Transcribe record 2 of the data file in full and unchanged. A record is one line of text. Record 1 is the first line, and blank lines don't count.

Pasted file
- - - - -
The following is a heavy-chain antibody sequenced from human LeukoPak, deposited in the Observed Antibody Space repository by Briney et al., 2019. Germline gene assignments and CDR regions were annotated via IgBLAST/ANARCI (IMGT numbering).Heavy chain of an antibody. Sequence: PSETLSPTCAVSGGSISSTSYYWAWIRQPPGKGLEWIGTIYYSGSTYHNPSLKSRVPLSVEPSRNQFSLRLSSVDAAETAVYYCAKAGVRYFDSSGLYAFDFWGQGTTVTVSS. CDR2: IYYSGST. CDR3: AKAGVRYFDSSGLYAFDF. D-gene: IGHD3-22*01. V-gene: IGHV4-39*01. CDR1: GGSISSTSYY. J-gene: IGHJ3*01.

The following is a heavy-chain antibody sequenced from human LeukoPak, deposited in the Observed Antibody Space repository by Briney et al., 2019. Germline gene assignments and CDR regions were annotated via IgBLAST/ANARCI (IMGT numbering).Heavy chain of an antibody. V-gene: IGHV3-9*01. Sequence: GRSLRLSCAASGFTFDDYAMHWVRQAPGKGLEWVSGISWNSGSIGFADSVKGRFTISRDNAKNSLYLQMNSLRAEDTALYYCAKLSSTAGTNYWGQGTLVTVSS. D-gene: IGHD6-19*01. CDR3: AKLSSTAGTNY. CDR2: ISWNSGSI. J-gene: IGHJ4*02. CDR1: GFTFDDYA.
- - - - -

The following is a heavy-chain antibody sequenced from human LeukoPak, deposited in the Observed Antibody Space repository by Briney et al., 2019. Germline gene assignments and CDR regions were annotated via IgBLAST/ANARCI (IMGT numbering).Heavy chain of an antibody. V-gene: IGHV3-9*01. Sequence: GRSLRLSCAASGFTFDDYAMHWVRQAPGKGLEWVSGISWNSGSIGFADSVKGRFTISRDNAKNSLYLQMNSLRAEDTALYYCAKLSSTAGTNYWGQGTLVTVSS. D-gene: IGHD6-19*01. CDR3: AKLSSTAGTNY. CDR2: ISWNSGSI. J-gene: IGHJ4*02. CDR1: GFTFDDYA.